Alessandro De Giorgi


Alessandro De Giorgi


Department of Justice Studies

Critical Criminology; Political Economy; Imprisonment; Urban Ethnography; Marxist Theory; Critical Theory; Immigration.

Current Research Activities

My current research agenda is focused on two main areas: (1) A theoretical critique of the political and economic processes underlying mass incarceration in the United States, with particular reference to the impact of racial and class inequalities on punishment; and (2) An qualitative/ethnographic understanding of the lived experience of incarceration and post-prison "reentry" among underprivileged urban communities in the United States, with particular reference to the struggles formerly incarcerated people face as they return to their communities after incarceration. In both of these areas, my creative activities have resulted in conference presentations, peer-reviewed publications, and public interventions aimed at a larger non-specialist audience.   

Research Connections to Current Events

The main focus of my research activities—i.e., the relationships between social inequality and the disproportionate exposure to policing and imprisonment among racialized poor communities—has clear connections with current  developments in the United States. Over the past few years, mass incarceration and the related "correctional crisis" in the United States has finally gained some centrality in political debates, both under the Obama presidency, and—although in the opposite direction—under the Trump administration. In particular, recent (and ongoing) instances of racialized police brutality have prompted a broader conversation about forms of structural/institutional racism pervading the US criminal legal system at all levels—from school discipline to policing, from imprisonment to community corrections. In this regard, my research activities are driven by an urgency to better understand these structures of social inequality in view of the possibility to develop alternative, more just and humane policies and institutions.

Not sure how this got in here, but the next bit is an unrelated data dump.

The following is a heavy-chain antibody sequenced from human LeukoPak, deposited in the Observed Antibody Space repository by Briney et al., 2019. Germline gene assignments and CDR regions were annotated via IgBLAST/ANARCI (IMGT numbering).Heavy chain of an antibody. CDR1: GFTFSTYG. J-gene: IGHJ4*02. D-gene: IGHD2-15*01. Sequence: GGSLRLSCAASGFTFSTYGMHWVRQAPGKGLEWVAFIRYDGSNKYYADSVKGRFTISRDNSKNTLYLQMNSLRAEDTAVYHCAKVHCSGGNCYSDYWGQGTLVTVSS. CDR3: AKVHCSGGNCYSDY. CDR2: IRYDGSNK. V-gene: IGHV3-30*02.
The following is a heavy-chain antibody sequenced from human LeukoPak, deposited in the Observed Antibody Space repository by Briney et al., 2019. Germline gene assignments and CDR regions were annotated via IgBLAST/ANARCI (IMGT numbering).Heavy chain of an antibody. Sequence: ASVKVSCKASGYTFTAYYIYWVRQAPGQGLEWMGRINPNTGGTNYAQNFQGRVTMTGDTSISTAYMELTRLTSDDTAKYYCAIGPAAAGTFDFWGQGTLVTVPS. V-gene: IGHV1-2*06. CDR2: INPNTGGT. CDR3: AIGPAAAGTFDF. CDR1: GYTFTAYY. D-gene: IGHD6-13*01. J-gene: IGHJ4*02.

Personal Connections to Research

This has been my field of research (and teaching) since I started my academic career. I have always been convinced that how a society treats its criminalized populations (and the extent to which it resorts to the penal system to "discipline" its marginalized groups) is a significant indicator of its level of social justice or injustice. I have always been shocked both by the sheer dimension and by the racial and class selectivity of the US criminal legal system, and this has inspired much of my research in the field. When it comes to inspirational authors, I would definitely mention the works by Karl Marx, Michel Foucault, Frantz Fanon and, more recently, Angela Davis and Ruth Gilmore. One experience I have found particularly inspiring has been to conduct fieldwork among formerly incarcerated people in Oakland, as this has exposed me to the unthinkable levels of social suffering, civic disenfranchisement, and  existential insecurity experienced by criminalized populations in the US inner city.

Social Media


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Other Languages

Italian, Spanish